There are several people throughout my lifetime that have played a part in how I feel about food and cooking . One person that has made a huge impression on my taste buds is my sister Jessica. Considering the fact that she is my older sister, she went through the typical life experiences first. Because of this benefit, she has encouraged me and guided me in so many aspects of life. She helped me get my first "real" job, she has let me tag along on several of her travels, and she teaches me things everyday about being a mom that I know I will put to good use one day. In addition to these very important occasions, she also has played a big part in how I feel about food. Because she normally experienced things in life first, she had the luxury of tasting several different foods before I ever did. She shares my passion for food and she is willing to try anything. Almost every thing I eat and love today that isn't a "typical" food was introduced to me by my sister. I can remember trying several of my favorite foods for the first time with her: goat cheese, sushi and lamb to name a few. Now you may think that these things are not very strange food items, but they weren't things that we grew up eating. We ate incredibly delicious cuisine during our childhood, but we rarely strayed away from chicken, beef, and your New Orleans type seafood. I have thousands of things to be thankful to my sister for, but I am also very thankful for the fact that she has opened my eyes to so many delicious things. If it weren't for her, I may not have known how much I could love great food. Another atypical dish that I remember my sister introducing me to is mussels. Today, mussels are the only thing I ever get when I go to a French restaurant (I am sure it also has something to do with the fact that they are normally served with Pommes Frites).
I love mussels, but I have never attempted to cook them at home. I recently came across a recipe in one of my cookbooks that I was looking forward to undertaking. And right in step with the cookbook discovery, I noticed that Whole Foods sold fresh mussels at their seafood counter. This dish was so easy to prepare and a great deal of fun! I like to have new experiences in the kitchen, and this one was very enjoyable. If you like mussels and can find fresh ones at a seafood market or your local grocery, I strongly suggest you make this recipe in your own home. Once I started the cooking portion of this recipe, I was amazed at how quickly it all came together. I have cooked so many recipes in my life (so this next statement is a bold one), and this is one of the best! This dish was one that when I was eating it I wanted to open a restaurant that serves only that dish in order to share it with others. It was awesome! It tasted just like something that would be served at a very nice dining establishment and was so succulent. Next time I will serve this over whole-wheat pasta in order to have something to soak up more of the sauce.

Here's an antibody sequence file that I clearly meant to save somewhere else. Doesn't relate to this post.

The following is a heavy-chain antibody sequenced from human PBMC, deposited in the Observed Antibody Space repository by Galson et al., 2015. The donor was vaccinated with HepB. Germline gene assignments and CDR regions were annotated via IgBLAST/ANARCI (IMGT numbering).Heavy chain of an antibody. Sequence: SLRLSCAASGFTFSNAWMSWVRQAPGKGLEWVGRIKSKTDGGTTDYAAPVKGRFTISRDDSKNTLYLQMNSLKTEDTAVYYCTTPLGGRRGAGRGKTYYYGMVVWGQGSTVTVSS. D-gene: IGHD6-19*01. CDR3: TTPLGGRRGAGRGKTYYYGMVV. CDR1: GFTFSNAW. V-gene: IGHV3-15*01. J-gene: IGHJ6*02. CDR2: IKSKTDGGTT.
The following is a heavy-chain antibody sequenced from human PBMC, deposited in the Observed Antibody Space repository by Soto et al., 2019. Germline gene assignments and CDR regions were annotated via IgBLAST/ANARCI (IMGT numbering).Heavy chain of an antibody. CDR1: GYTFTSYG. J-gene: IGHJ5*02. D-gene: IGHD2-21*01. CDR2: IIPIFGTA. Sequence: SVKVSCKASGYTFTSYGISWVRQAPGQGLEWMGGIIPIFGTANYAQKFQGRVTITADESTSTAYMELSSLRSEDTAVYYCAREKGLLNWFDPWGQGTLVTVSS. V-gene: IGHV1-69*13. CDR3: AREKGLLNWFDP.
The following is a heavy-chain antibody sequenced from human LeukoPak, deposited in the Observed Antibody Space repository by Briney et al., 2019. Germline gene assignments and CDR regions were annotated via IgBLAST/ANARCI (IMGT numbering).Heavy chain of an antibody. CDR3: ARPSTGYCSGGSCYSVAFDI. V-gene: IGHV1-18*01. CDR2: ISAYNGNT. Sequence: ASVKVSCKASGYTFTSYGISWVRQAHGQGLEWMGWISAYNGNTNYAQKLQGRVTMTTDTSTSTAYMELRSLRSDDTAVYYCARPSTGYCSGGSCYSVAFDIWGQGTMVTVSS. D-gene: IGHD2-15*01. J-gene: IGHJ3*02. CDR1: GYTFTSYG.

Spicy Mussels with Herbs and Feta Cheese
The Slow Mediterranean Kitchen by Paula Wolfert
3 pounds small mussels
4 tablespoons unsalted butter
1 cinnamon stick, 2 inches long
2/3 cup dry white wine
1 teaspoon freshly ground black pepper
Juice of 1/2 of lemon
1/4 cup of slivered fresh basil
1/4 cup chopped flat-leaf parsley
1 long dried red chile pepper, about 3 inches long ( I substituted 1/4 teaspoon of dried red pepper flakes)
2 teaspoons tomato paste
2 teaspoons chopped garlic
3 ounces cow's milk feta
1. Scrub mussels, pull off beards, and rinse in several changes of water. Place the mussels in a bowl of lightly salted cool water and let stand for at least 1 hour so they purge themselves of sand. (Farmed mussels do not need soaking; if soaked, they lose all their flavor.) Drain mussels
2. Heat a large nonreactive shallow pan until hot, add 1 tablespoon of the butter, and allow to sizzle. Add the cinnamon stick, mussels, and wine all at once, cover, and cook over high heat until the mussels open, about 2 minutes. If the shells are just beginning to open, leave them 1 minute longer, but do not overcook. Transfer the mussels to a bowl in order to catch their juices. Strain the cooking liquid through a fine sieve and reserve. Discard the cinnamon stick. Shell the mussels and season them with the black pepper and the lemon juice.
3. Wipe out the pan, add another tablespoon of the butter, and set over medium heat. Add half the basil, half the parsley, and the chile pepper and cook for 1 minute, stirring. Add the tomato paste, reserved mussel cooking liquid, and garlic, quickly bring to a boil. Cook over medium heat for 2 minutes, or until the liquid has reduced to about 1 cup. Remove from heat, add the mussels, and set aside to cool.
4. Cut the feta into small slices. Dice remaining 2 tablespoons butter. Scatter the feta and butter over the mussels. Slowly cook until almost boiling. Swirl to allow the butter and cheese to thicken the sauce. Correct the seasoning of the sauce with salt, pepper, and lemon. Garnish with the remaining basil and parsley and serve at once with the garlic toasts.
When I was reading this recipe I thought that feta cheese sounded like an odd thing to pair with mussels, but the saltiness of the cheese worked wonderfully with the seafood and the creaminess of the cheese was the perfect compliment to the sauce.
FYI - I do also have two brothers that I love and adore very much, but because they aren't very adventurous eaters and don't bake cupcakes on rainy days I haven't given them much love on my blog. So I just wanted to say a quick hello to Trey and Kent!